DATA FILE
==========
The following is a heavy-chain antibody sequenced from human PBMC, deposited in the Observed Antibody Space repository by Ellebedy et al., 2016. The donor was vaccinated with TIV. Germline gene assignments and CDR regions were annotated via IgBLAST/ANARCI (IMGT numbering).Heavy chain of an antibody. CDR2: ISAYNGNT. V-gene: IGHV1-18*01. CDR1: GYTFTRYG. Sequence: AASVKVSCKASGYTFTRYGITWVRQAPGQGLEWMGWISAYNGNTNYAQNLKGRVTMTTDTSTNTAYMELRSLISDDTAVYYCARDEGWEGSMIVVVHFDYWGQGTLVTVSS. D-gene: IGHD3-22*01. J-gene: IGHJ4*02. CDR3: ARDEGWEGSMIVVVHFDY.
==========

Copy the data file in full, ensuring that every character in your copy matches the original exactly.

The following is a heavy-chain antibody sequenced from human PBMC, deposited in the Observed Antibody Space repository by Ellebedy et al., 2016. The donor was vaccinated with TIV. Germline gene assignments and CDR regions were annotated via IgBLAST/ANARCI (IMGT numbering).Heavy chain of an antibody. CDR2: ISAYNGNT. V-gene: IGHV1-18*01. CDR1: GYTFTRYG. Sequence: AASVKVSCKASGYTFTRYGITWVRQAPGQGLEWMGWISAYNGNTNYAQNLKGRVTMTTDTSTNTAYMELRSLISDDTAVYYCARDEGWEGSMIVVVHFDYWGQGTLVTVSS. D-gene: IGHD3-22*01. J-gene: IGHJ4*02. CDR3: ARDEGWEGSMIVVVHFDY.